Tough love on traffic: Right or wrong?

HYDERABAD: Nineteen-year- old Ritika Agarwal lies in the ICU of Care Hospital at Nampally, oblivious to the debate she triggered when she jumped a red light at Moazzam Jahi Road last week and

Published: 21st January 2012 06:29 AM  |   Last Updated: 16th May 2012 06:19 PM   |  A+A-


HYDERABAD: Nineteen-year- old Ritika Agarwal lies in the ICU of Care Hospital at Nampally, oblivious to the debate she triggered when she jumped a red light at Moazzam Jahi Road last week and was knocked down by an oncoming bus. The grainy video of the accident recorded by the Hyderabad Traffic Police and posted on their Facebook page has triggered a heated debate whether such videos should be used to make a point about respecting traffic rules. Ritika's family itself cares little for the debate.

“My daughter is recovering and nothing more is important to me than her health.

So many such accidents occur everyday. Why is everybody hyping it up so much,” said her mother when asked about the video. The video shows a helmetless Ritika jumping a red, dodging a bus and two cars and swerving straight into the path of a bus. Grievously injured, she was rushed to Care Hospital a stone's throw away, where she is in treatment.

Posted on the traffic police's Facebook page, where dozens of less dramatic traffic offences are routinely posted, the video has caught the attention of a citizenry that is harried by traffic problems everyday.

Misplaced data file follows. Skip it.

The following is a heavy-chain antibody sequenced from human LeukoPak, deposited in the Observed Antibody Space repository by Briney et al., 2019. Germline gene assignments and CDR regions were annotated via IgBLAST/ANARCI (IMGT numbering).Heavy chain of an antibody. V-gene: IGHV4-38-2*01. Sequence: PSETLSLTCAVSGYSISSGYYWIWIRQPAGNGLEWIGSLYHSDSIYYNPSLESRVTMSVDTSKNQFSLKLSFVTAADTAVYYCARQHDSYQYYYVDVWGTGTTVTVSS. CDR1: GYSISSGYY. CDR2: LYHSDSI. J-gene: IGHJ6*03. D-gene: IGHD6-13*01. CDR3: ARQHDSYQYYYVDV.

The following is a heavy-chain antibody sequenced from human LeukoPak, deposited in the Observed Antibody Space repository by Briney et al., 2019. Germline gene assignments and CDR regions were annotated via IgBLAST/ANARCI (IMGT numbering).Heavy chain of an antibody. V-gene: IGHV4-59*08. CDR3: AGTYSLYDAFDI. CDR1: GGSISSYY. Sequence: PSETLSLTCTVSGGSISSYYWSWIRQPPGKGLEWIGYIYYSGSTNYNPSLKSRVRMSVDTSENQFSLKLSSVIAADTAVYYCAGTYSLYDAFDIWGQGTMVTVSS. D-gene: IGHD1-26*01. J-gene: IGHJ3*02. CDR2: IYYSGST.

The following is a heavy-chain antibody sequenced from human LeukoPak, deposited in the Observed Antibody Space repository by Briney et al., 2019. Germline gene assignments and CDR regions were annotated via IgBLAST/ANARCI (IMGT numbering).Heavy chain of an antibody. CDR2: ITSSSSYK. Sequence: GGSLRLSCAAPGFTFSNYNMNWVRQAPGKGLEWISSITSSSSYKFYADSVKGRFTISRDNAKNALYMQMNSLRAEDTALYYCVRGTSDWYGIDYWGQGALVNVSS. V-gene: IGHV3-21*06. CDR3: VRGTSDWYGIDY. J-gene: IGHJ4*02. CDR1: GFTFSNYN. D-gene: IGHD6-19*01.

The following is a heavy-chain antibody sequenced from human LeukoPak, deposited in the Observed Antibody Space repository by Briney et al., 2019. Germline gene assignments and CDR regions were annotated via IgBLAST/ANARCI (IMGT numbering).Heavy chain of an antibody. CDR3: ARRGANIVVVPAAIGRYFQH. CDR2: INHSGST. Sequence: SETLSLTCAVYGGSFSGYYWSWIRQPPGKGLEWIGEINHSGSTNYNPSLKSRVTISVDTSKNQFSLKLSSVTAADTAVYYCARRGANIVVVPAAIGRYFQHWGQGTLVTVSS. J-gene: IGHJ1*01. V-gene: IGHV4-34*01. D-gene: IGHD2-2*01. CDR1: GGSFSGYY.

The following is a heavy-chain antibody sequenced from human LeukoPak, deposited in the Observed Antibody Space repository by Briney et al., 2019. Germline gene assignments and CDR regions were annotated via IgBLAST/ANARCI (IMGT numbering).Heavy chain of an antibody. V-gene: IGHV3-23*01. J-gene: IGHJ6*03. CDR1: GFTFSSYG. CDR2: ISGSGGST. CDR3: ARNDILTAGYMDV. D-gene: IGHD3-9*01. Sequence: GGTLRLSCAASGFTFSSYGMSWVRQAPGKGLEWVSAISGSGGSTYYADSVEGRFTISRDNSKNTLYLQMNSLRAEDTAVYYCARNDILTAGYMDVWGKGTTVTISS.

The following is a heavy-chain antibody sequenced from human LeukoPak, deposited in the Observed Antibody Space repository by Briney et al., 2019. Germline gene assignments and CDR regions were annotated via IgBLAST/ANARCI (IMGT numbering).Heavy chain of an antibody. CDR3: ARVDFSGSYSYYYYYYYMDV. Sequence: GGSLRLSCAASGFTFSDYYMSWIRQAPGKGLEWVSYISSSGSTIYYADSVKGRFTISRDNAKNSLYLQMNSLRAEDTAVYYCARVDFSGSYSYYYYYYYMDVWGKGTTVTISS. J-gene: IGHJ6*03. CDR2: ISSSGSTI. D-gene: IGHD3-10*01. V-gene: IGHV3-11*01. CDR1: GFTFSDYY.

Contrary to expectations, reaction to the video has not been one of horror but one welcoming the tough love tactics of the traffic police. Since the day of the accident, about 500 netizens posted comments on the Facebook page, a majority of them patting the police. Said Danji Thotapalli, an FB user: "I don't believe that the intention of posting the video on FB was to create an alibi for the Police. Showing real incidents such as this will increase awareness about safe driving to people using the roads. May be there should be a section on TV channels that shows these videos on a regular basis.

I feel sorry for the girl, though." Another user, Prakash Arcot, was more forthright: "The traffic camera at MJ road is put to real use. This should serve as a deterrent to youngsters who (do not obey traffic rules)." Offline, opinion on the video was a tad divided. Sachindra Pandey, a software employee, said, "The police did the right thing by uplaoding the video. This is a warning for everybody driving on the city roads. Even I ride a two-wheeler and I make sure I have all the safety measures, at least a helmet and a jacket when I am driving.

Sometimes, even when you are careful, you tend to meet with accidents.” But there were voices sympathising with Ritika's family too. Home-maker Shoba Kumar said, “I have a daughter and I am tensed up till she reaches back home safe and sound. Hearing of such accidents is bad enough, imagine seeing the video of your daughter being shown all over television.

Very traumatising for the family.” The traffic police on their part preferred to let the citizens talk. C V Anand, additional commissioner of police (Traffic) refused to comment on the controversy. However, a senior official defended the traffic police move, saying "Traffic police around the world use accident videos to spread awareness about traffic rules. It acts as a deterrent. We don't upload gory videos. We try to educate children and youngsters, RTC drivers and others through CDs and videos. Unless you show them the likely consequences of breaking traffic rules, they will not realise the dangers of violating traffic rules."

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